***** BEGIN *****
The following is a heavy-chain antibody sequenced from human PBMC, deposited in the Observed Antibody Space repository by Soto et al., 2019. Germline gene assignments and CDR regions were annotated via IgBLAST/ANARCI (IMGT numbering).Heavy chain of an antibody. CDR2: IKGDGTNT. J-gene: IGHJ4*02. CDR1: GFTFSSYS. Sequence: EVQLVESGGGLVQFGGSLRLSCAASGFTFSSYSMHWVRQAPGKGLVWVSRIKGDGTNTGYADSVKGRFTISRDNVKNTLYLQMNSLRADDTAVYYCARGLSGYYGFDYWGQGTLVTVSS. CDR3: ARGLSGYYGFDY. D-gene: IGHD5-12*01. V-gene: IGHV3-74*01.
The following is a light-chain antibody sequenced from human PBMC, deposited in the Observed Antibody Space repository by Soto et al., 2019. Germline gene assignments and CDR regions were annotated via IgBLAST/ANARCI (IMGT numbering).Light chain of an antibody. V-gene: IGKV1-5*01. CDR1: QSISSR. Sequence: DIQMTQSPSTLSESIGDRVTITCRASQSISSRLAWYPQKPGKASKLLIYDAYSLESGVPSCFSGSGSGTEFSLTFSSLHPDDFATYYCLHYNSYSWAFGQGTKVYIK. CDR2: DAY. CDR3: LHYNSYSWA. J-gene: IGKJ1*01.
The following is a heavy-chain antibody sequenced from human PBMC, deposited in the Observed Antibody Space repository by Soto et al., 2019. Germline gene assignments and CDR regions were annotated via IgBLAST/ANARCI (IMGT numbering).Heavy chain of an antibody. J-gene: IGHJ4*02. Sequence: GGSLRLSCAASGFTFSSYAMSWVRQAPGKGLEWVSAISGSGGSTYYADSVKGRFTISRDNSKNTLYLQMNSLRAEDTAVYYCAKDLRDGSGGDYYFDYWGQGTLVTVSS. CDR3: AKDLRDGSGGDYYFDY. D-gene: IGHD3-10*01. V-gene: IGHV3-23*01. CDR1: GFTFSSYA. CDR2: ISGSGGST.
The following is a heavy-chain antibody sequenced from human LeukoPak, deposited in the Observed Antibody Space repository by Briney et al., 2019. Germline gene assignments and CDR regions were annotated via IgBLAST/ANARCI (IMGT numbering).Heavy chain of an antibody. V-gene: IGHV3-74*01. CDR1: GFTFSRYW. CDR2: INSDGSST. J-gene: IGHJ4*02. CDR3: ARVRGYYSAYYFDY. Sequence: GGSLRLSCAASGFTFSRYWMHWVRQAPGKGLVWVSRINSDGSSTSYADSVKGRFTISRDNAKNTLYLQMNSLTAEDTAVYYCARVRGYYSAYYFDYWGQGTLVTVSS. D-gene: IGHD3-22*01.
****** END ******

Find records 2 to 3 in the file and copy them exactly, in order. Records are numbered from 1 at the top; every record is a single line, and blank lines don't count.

The following is a light-chain antibody sequenced from human PBMC, deposited in the Observed Antibody Space repository by Soto et al., 2019. Germline gene assignments and CDR regions were annotated via IgBLAST/ANARCI (IMGT numbering).Light chain of an antibody. V-gene: IGKV1-5*01. CDR1: QSISSR. Sequence: DIQMTQSPSTLSESIGDRVTITCRASQSISSRLAWYPQKPGKASKLLIYDAYSLESGVPSCFSGSGSGTEFSLTFSSLHPDDFATYYCLHYNSYSWAFGQGTKVYIK. CDR2: DAY. CDR3: LHYNSYSWA. J-gene: IGKJ1*01.
The following is a heavy-chain antibody sequenced from human PBMC, deposited in the Observed Antibody Space repository by Soto et al., 2019. Germline gene assignments and CDR regions were annotated via IgBLAST/ANARCI (IMGT numbering).Heavy chain of an antibody. J-gene: IGHJ4*02. Sequence: GGSLRLSCAASGFTFSSYAMSWVRQAPGKGLEWVSAISGSGGSTYYADSVKGRFTISRDNSKNTLYLQMNSLRAEDTAVYYCAKDLRDGSGGDYYFDYWGQGTLVTVSS. CDR3: AKDLRDGSGGDYYFDY. D-gene: IGHD3-10*01. V-gene: IGHV3-23*01. CDR1: GFTFSSYA. CDR2: ISGSGGST.